Lauren in NY Daily News on Tiger Woods sex addiction treatment

Read this article by Rosemary Black on New York Daily News. Overcoming sex addiction is frequently a long, painful struggle that can detour into relapse and not infrequently end with the implosion of a marriage, experts say.

In Tiger Woods’ case, the fact that he has signed in to intensive inpatient therapy means he’s committed to getting better, but the healing process won’t be anywhere close to finished by the time he leaves the Mississippi facility where he’s reportedly staying.

Inpatient sex addiction rehab, says Leslie Seppinni, Ph. D., is often an intense several weeks or months during which the person tries to learn alternative strategies for dealing with stress through therapy and journaling.

“It can be incredibly helpful and life-changing,” Seppinni says. “When you are dealing with the fallout from your behavior, intensive inpatient therapy can help you get the coaching strategies you need so you can go back into the world, having gotten to the core of some of your emotional problems.”

Outpatient treatment is still needed, she says, and relapse is common.

“There is a high percentage of people who relapse,” Seppinni says. “Every once in a while, the addiction rears its ugly head again. People expect some relapse.”

Some experts question whether sex addiction is even a real disorder, and it may not be listed in the fifth edition of the American Psychiatric Association’s widely-used Diagnostic and Statistical Manual of Mental Disorders.

Sex addiction is real, but Tiger Woods doesn’t have it, according to Danine Manette, author of “Ultimate Betrayal: Recognizing, Uncovering and Dealing with Infidelity.”

“Tiger Woods is no different from Alex Rodriguez, Tom Brady or any other professional rich man who surrounds himself with unlimited women,” she says. “It’s horrible because he’s married and is now violating the commitment that he made to his wife. But it’s not sex addiction.”

True sex addicts experience personality changes, are unable to function in the outside world and may substitute pornography for contact with real people, she says. Intensive inpatient therapy may be appropriate for them, Manette says.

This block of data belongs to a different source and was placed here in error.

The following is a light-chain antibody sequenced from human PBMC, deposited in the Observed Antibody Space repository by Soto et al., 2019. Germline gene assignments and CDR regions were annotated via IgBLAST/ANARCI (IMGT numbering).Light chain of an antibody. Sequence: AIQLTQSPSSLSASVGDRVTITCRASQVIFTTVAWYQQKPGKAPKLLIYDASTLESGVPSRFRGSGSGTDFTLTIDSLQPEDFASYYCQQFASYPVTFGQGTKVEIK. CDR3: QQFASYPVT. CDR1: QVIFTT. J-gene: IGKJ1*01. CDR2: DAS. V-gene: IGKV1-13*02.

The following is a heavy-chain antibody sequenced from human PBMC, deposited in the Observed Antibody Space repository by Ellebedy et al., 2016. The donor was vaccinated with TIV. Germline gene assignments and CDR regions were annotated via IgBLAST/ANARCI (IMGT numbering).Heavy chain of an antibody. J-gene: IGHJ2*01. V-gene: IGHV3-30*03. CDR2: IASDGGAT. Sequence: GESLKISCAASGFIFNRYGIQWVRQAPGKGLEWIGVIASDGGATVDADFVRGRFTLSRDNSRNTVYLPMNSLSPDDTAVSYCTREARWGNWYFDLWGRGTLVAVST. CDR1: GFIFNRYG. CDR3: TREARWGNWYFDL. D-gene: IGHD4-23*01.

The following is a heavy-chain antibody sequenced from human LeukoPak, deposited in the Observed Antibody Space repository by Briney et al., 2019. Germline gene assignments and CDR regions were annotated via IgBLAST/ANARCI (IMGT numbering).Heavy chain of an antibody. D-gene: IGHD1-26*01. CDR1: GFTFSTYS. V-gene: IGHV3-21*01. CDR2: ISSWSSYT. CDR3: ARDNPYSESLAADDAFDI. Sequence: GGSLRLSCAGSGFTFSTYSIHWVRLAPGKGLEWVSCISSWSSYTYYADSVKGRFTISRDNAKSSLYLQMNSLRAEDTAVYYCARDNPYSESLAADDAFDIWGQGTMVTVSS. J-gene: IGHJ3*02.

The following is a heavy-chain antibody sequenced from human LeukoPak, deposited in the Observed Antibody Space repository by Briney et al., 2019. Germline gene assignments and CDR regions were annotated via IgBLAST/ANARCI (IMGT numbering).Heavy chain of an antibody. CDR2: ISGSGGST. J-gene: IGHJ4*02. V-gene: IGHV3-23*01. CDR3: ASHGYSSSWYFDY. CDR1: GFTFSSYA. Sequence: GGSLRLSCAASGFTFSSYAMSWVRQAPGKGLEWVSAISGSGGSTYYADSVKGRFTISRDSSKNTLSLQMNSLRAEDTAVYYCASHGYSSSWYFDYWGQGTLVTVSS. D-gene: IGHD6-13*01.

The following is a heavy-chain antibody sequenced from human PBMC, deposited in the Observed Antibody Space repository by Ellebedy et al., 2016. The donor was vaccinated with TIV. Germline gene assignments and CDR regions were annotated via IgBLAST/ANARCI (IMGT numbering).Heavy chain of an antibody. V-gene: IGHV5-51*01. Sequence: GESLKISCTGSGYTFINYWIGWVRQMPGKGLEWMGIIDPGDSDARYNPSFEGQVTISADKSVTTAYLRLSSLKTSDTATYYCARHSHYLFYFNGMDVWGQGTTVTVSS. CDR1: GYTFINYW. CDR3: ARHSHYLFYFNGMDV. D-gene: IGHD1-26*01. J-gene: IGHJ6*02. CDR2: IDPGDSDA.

“But people like Tiger Woods go into treatment because they believe that if they show they are working on something, people will be willing to reinvest in them,” she says. “The reality is that Tiger has no self control.”

Still, proponents of sex addiction therapy say it can work - if it targets the person’s underlying issues and doesn’t focus on the addiction as a sickness that was present all along.

An addict always seeks relief from emotional pain, explains relationship expert Lauren Mackler, and if the treatment plan doesn’t include ways for the client to cope with that pain, it will be ineffective.

One of Mackler’s clients had been a sex addict for 11 years, she said, and had bought into the idea that “he was what he was,” she says. He felt that the best way he could manage his addiction was to have online sex rather than an actual sexual relationship, and had tried one therapy group after another.

He had not ever tried dealing with his emotional burden, which included a critical and demanding father, Mackler said. When he was able to work through childhood issues, that helped with his sexual issues.

Treatment for sex addiction, Mackler says, is usually sought by a person only when he is caught.

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